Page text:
Articles on this Page
- 09/19/18--15:00: _Namibia flexes uran...
- 09/19/18--15:00: _Corporate governanc...
- 09/19/18--15:00: _Air Nam needs N$3bn
- 09/19/18--15:00: _Nghipondoka's Tribe...
- 09/20/18--01:36: _Recession clings, a...
- 09/20/18--15:00: _Bulls rope in big guns
- 09/20/18--15:00: _Tour de Windhoek st...
- 09/20/18--15:00: _Tribesmen a yamukul...
- 09/20/18--15:00: _Ompango yoondjembo ...
- 09/20/18--15:00: _Medical students to...
- 09/20/18--15:00: _Bus strife a headache
- 09/20/18--15:00: _Three years and cou...
- 09/20/18--15:00: _Nascam joins Africa...
- 09/20/18--15:00: _90 years of Mickey ...
- 09/20/18--15:00: _Tapiwa on the roll
- 09/20/18--15:00: _13 albums, 38 years...
- 09/20/18--15:00: _Selma Kamanya rocks it
- 09/20/18--15:00: _Talking discipline ...
- 09/20/18--15:00: _Windhoek Internatio...
- 09/20/18--15:00: _WFW sees 450 models...
- 09/19/18--15:00: Namibia flexes uranium muscles
- 09/19/18--15:00: Corporate governance: directors’ daily bread
- 09/19/18--15:00: Air Nam needs N$3bn
- 09/19/18--15:00: Nghipondoka's Tribesmen hits back at NSFAF
- 09/20/18--01:36: Recession clings, agriculture in trouble
- 09/20/18--15:00: Bulls rope in big guns
- 09/20/18--15:00: Tour de Windhoek starts
- 09/20/18--15:00: Tribesmen a yamukula NSFAF
- 09/20/18--15:00: Ompango yoondjembo tayi lundululwa
- 09/20/18--15:00: Medical students to return to Zambia
- 09/20/18--15:00: Bus strife a headache
- 09/20/18--15:00: Three years and counting
- 09/20/18--15:00: Nascam joins Africa in celebrating copyright
- 09/20/18--15:00: 90 years of Mickey Mouse
- 09/20/18--15:00: Tapiwa on the roll
- 09/20/18--15:00: 13 albums, 38 years later
- 09/20/18--15:00: Selma Kamanya rocks it
- 09/20/18--15:00: Talking discipline with Tulisan
- 09/20/18--15:00: Windhoek International Dance Festival number 2
- 09/20/18--15:00: WFW sees 450 models turn up for casting
The latest figures published on the website of the World Nuclear Association (WNA) show Namibia produced 4 224 tonnes of uranium in 2017, up 570 tonnes or nearly 15.6% from the previous year.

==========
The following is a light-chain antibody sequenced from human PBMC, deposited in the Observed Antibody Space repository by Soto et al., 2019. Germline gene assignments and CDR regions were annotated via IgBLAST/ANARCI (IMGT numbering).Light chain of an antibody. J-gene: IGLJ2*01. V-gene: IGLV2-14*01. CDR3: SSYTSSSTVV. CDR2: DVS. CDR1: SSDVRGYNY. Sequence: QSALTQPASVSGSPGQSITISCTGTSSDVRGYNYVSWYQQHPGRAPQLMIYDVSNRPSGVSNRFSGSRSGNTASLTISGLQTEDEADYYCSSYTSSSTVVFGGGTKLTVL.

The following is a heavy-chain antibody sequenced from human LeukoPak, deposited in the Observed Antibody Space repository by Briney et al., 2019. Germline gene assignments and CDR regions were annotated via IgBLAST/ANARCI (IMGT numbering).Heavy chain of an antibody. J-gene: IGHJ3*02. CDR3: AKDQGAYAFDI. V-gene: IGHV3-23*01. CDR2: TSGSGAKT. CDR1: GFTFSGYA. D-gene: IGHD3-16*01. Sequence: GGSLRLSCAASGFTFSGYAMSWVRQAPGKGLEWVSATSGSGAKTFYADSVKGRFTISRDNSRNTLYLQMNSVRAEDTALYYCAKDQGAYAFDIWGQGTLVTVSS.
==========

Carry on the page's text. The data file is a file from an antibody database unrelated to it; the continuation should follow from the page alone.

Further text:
As such the country, as in 2016, was the fourth biggest uranium producer in the world.
Only two countries in the list of the top 10 producers last year delivered more uranium than in 2016: Namibia and China. China’s production rose by nearly 16.7% to 1 885 tonnes.
The WNA stats date back to 2008. According to this, Namibia held the spot as the world fourth biggest producer from 2008 to 2010. From 2011 to 2014, it was the fifth biggest, before sinking to the sixth spot in 2015.
Namibia’s production last year was the highest since 2013, when 4 323 tonnes were delivered. 2013 was the last year Trekkopje contributed to production.
Rössing Uranium delivered the bulk of local uranium production in 2017, according to the WNA. The mine delivered 1 790 tonnes of uranium, up 221 tonnes or about 14% compared to 2016. Rössing’s production in 2017 was the highest since 2013 when the mine deliver 2 043 tonnes.
Langer Heinrich’s production in 2017 was 1 308 tonnes, according to the WNA. This is 585 tonnes or nearly 31% less than the previous year and the mine’s lowest production since 2009. Low uranium prices forced Paladin Energy, who owns 75% of Langer Heinrich, to review and cut it production plan in November 2016. In April this year, Paladin decided to halt production at the mine and put it on care and maintenance.
Although the WNA doesn’t state production at Husab, its figures imply that Namibia’s new mine produced about 1 134 tonnes of uranium in 2017.
The WNA’s production figures differ from those contained in the 2017 Annual Review of the Chamber of Mines of Namibia. According to the Chamber, Rössing produced 2 110 tonnes in 2017, while Langer Heinrich delivered 1 526 tonnes and Husab 1 345 tonnes. That brings total production to 4 981 tonnes, which still places Namibia as the world’s fourth biggest uranium producer in 2017.
On the WNA’s website, updated in May this year, it states that Namibia has “two significant uranium mines capable of providing 10% of world mining output”. The impact of Langer Heinrich’s care and maintenance wasn’t taking into consideration with this statement. However, the WNA adds that a “larger mine [Husab] is coming into production”.
The 2017 Annual Accounts by the Namibia Statistics Agency (NSA) show that, at current prices, uranium contributed about N$1.2 billion to the country’s gross domestic product (GDP) last year. As such, it contributed 0.7% to the GDP.
At constant 2010 prices, which take inflation into account, uranium mining grew by 23.4% in 2017, up from 13.6% in 2016 and the highest growth since 2008 when it was 30.1%.
At constant 2010 prices, uranium contributed about 1.5% to GDP last year, compared to 1.2% in 2016.
According to the Bank of Namibia’s (BoN) latest Economic Outlook, released in July, uranium mining is expected to grow by only 7.5% in 2018. Growth is forecast to recover to 15.6% next year and increase to 20.1% in 2020.
Both China and India are interested in acquiring uranium from Namibia, the WNA says. “Chinese companies have taken major equity positions, notably with Husab, but also Langer Heinrich.”
Chinese Overseas Uranium Holdings Ltd has a stake of 25% in Langer Heinrich, while China General Nuclear Power Holding Company and the China-Africa Development Fund own 90% of Husab.